Eat. Sleep. Play Nintendo Wii.

Having spent the past week suffering from a bout of strep throat, and luckily graced with a break from the madness of midterms, I was strangely in the possession of free time. Usually my spare time would be spent catching up with friends or frantically trying to do a photo assignment for the Journal, but in my slightly contagious and debilitated state, I was resigned to staying at home, wondering what I could do instead of sleeping.

In homage to my earlier days, I picked up my Gameboy, flicked the “on” switch and began once again to try to save the Princess from the evil bad guy.

It was awesome! Now to be fair, I’m no longer playing that old bible sized gray box with purple buttons, a green screen and four AA batteries, but a new evolved incarnation called a Nintendo DS—a PDA-sized, dual screen, sleek white device that displays more pixels than most TVs and more colours than a rainbow. As I was playing for minutes, which turned to hours, I wondered how long video games have played a role as entertainment in my life. How much money is spent on Nintendos, Playstations, cartridges, discs and controllers, and more importantly, how many other people are just like me?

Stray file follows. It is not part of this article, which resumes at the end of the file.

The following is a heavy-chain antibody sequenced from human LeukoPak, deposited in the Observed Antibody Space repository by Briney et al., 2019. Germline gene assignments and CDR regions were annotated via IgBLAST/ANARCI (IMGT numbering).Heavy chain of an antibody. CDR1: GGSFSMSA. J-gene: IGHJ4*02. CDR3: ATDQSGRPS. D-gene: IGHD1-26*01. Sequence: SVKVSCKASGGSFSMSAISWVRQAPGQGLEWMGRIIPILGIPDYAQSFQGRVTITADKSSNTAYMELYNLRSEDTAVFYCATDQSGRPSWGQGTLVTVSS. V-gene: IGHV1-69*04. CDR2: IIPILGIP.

The video game industry has transformed from the expensive niche culture of the early ’80s with characters like Ms. PacMan to a multi-billion dollar mainstream industry of Link and Master Chief—an industry that controls a decent amount of the entertainment sector of today’s society. Whether it be fantasy, science fiction, action, simulation or sport simulation, video games have found a way to invade every aspect of our imagination, digitize it and then sell it back to us for a nifty price of at least $50, and that’s just the games. Let’s not forget the huge expense of consoles starting at $300.

The industry is pure money-making genius, and we’re clearly hooked on it: millions of people worldwide wait in lines outside stores to be the first to get Halo 3, or the new Nintendo Wii.  I personally have gone through the agony of waiting in line for the Nintendo Wii, only to be rejected as the person in front of me got the last console in the store.

What drives us to spend hours of our time and money on these digital incarnations of our imagination? Is it purely visual entertainment? How do we derive emotional satisfaction from grabbing all the coins or saving the world of Warcraft? After all, what we accomplish with our digital avatars has no real bearing on the real world, except for maybe an expanding waistline or a widening hole in our wallets.

What I do know is that, at the end of the day, I’m still wondering if I have what it takes to find all the gems and heart containers, how cool the final boss will look like, and whether the in-game ending was worth all those hours. Have I learned anything from dissecting the industry? I guess I’ve realized that I’m hooked, too, and have no intention of stopping.

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